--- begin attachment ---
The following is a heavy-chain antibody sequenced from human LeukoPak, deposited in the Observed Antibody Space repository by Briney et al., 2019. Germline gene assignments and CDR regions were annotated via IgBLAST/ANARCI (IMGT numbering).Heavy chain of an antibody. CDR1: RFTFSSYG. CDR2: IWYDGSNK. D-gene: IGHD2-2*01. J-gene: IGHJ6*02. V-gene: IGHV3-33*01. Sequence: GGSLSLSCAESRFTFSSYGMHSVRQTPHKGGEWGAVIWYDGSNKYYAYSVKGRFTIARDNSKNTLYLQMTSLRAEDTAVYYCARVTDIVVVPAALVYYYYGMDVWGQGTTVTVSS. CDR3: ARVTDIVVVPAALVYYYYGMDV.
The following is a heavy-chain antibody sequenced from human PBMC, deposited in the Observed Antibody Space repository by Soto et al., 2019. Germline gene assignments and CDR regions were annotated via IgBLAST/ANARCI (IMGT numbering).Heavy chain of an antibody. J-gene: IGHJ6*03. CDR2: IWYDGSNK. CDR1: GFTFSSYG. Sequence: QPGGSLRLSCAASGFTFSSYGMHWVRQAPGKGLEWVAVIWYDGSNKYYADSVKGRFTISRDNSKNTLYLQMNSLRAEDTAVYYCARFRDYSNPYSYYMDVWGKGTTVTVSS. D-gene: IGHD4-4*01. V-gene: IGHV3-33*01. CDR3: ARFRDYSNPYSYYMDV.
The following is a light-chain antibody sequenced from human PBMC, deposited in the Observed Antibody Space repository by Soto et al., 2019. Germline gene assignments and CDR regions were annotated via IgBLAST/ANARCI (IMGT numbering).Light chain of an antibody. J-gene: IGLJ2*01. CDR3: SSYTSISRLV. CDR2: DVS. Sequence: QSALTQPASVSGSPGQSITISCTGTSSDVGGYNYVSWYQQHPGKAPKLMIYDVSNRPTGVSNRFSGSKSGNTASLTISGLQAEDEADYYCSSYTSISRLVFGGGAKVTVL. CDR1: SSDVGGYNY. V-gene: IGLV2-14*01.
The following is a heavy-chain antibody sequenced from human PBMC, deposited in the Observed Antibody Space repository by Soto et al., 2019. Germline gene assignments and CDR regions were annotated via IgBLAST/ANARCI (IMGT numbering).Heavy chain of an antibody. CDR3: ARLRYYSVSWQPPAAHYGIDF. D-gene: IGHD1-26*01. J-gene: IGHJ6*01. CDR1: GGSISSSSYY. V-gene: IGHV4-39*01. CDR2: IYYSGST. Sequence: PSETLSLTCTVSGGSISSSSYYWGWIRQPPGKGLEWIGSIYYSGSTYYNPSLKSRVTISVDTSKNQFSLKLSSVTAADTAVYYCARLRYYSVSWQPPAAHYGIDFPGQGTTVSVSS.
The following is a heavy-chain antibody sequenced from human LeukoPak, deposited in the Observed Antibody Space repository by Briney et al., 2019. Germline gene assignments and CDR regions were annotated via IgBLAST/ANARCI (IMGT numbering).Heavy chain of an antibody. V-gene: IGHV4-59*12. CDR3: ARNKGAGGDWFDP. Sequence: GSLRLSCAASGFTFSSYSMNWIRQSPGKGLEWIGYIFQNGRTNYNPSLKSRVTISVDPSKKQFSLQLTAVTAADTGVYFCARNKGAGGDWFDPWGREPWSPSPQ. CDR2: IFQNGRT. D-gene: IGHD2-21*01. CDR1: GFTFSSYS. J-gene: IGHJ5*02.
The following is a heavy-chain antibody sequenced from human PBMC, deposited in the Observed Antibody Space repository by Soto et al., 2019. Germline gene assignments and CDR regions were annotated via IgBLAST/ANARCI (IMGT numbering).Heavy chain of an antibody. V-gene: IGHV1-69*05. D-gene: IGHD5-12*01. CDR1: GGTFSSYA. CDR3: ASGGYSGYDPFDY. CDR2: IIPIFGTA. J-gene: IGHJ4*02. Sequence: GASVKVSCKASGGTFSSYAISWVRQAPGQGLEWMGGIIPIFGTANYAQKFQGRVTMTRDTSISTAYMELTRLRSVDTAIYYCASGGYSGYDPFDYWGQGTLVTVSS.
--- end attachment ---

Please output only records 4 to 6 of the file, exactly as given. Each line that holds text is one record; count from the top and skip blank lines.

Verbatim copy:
The following is a heavy-chain antibody sequenced from human PBMC, deposited in the Observed Antibody Space repository by Soto et al., 2019. Germline gene assignments and CDR regions were annotated via IgBLAST/ANARCI (IMGT numbering).Heavy chain of an antibody. CDR3: ARLRYYSVSWQPPAAHYGIDF. D-gene: IGHD1-26*01. J-gene: IGHJ6*01. CDR1: GGSISSSSYY. V-gene: IGHV4-39*01. CDR2: IYYSGST. Sequence: PSETLSLTCTVSGGSISSSSYYWGWIRQPPGKGLEWIGSIYYSGSTYYNPSLKSRVTISVDTSKNQFSLKLSSVTAADTAVYYCARLRYYSVSWQPPAAHYGIDFPGQGTTVSVSS.
The following is a heavy-chain antibody sequenced from human LeukoPak, deposited in the Observed Antibody Space repository by Briney et al., 2019. Germline gene assignments and CDR regions were annotated via IgBLAST/ANARCI (IMGT numbering).Heavy chain of an antibody. V-gene: IGHV4-59*12. CDR3: ARNKGAGGDWFDP. Sequence: GSLRLSCAASGFTFSSYSMNWIRQSPGKGLEWIGYIFQNGRTNYNPSLKSRVTISVDPSKKQFSLQLTAVTAADTGVYFCARNKGAGGDWFDPWGREPWSPSPQ. CDR2: IFQNGRT. D-gene: IGHD2-21*01. CDR1: GFTFSSYS. J-gene: IGHJ5*02.
The following is a heavy-chain antibody sequenced from human PBMC, deposited in the Observed Antibody Space repository by Soto et al., 2019. Germline gene assignments and CDR regions were annotated via IgBLAST/ANARCI (IMGT numbering).Heavy chain of an antibody. V-gene: IGHV1-69*05. D-gene: IGHD5-12*01. CDR1: GGTFSSYA. CDR3: ASGGYSGYDPFDY. CDR2: IIPIFGTA. J-gene: IGHJ4*02. Sequence: GASVKVSCKASGGTFSSYAISWVRQAPGQGLEWMGGIIPIFGTANYAQKFQGRVTMTRDTSISTAYMELTRLRSVDTAIYYCASGGYSGYDPFDYWGQGTLVTVSS.